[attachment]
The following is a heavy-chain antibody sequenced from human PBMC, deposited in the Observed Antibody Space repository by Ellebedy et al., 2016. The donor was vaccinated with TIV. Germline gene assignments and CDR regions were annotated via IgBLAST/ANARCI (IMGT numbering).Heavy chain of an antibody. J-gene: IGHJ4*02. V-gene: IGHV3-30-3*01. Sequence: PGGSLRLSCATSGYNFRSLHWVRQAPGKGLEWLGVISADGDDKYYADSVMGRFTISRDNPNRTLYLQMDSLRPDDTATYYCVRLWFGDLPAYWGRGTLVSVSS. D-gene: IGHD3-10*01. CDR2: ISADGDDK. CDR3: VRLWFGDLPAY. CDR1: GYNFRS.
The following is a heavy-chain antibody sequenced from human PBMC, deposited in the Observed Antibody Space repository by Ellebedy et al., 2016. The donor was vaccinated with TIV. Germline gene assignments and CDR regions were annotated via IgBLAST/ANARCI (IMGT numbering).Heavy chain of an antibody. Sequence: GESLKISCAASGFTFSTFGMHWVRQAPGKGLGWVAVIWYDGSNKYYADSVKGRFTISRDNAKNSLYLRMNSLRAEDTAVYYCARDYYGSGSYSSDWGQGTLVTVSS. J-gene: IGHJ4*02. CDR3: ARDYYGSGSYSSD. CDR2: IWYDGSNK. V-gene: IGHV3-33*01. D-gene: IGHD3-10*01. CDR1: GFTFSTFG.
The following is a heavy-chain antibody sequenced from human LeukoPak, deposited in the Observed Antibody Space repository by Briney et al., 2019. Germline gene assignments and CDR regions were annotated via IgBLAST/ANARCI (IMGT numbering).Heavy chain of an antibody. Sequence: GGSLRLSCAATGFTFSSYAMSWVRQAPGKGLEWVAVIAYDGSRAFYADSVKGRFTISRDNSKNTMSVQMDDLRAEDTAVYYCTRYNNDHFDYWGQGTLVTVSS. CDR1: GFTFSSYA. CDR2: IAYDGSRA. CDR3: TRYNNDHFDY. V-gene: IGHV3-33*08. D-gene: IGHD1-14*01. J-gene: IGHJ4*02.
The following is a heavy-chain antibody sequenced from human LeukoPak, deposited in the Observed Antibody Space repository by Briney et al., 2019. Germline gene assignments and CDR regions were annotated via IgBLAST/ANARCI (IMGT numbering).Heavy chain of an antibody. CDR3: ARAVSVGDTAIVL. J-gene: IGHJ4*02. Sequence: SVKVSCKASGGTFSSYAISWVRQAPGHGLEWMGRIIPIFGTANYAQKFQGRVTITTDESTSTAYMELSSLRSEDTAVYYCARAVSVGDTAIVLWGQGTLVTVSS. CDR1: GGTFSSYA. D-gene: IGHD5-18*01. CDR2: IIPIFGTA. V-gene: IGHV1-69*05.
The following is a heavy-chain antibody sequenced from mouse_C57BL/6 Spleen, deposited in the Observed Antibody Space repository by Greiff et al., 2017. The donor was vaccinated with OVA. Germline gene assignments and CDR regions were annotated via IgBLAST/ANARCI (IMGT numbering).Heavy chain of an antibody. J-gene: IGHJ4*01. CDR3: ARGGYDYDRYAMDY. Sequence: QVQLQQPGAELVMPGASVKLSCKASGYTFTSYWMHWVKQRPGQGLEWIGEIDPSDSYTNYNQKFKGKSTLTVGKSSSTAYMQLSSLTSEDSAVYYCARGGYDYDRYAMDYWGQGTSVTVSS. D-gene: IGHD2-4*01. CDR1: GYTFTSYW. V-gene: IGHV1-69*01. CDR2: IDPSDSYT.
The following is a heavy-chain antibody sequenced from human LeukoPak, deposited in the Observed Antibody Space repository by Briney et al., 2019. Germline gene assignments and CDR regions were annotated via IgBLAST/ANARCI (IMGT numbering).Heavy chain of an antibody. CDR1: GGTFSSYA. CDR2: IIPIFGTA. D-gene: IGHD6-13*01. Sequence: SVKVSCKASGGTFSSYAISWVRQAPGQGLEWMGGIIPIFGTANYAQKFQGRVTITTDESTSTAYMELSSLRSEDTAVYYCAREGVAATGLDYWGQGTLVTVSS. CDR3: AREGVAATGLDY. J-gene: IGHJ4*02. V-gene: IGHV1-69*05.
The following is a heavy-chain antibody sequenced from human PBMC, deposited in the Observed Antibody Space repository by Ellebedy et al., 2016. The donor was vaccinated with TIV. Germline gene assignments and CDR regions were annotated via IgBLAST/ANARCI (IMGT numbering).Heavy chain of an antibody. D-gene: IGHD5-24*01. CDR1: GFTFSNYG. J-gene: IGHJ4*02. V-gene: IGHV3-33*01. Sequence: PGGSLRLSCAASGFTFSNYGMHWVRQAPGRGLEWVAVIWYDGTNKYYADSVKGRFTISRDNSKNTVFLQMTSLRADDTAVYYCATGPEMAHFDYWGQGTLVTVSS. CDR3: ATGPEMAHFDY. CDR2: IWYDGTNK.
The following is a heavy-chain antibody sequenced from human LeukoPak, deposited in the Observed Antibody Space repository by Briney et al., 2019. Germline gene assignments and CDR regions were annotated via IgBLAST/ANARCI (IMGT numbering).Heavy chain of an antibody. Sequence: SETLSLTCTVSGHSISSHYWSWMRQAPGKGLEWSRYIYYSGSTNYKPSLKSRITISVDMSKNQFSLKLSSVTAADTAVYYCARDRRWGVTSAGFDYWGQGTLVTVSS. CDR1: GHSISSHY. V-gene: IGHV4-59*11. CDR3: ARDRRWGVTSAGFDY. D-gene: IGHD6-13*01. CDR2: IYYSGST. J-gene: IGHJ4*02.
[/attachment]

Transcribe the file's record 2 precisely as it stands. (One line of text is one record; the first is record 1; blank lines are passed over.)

The following is a heavy-chain antibody sequenced from human PBMC, deposited in the Observed Antibody Space repository by Ellebedy et al., 2016. The donor was vaccinated with TIV. Germline gene assignments and CDR regions were annotated via IgBLAST/ANARCI (IMGT numbering).Heavy chain of an antibody. Sequence: GESLKISCAASGFTFSTFGMHWVRQAPGKGLGWVAVIWYDGSNKYYADSVKGRFTISRDNAKNSLYLRMNSLRAEDTAVYYCARDYYGSGSYSSDWGQGTLVTVSS. J-gene: IGHJ4*02. CDR3: ARDYYGSGSYSSD. CDR2: IWYDGSNK. V-gene: IGHV3-33*01. D-gene: IGHD3-10*01. CDR1: GFTFSTFG.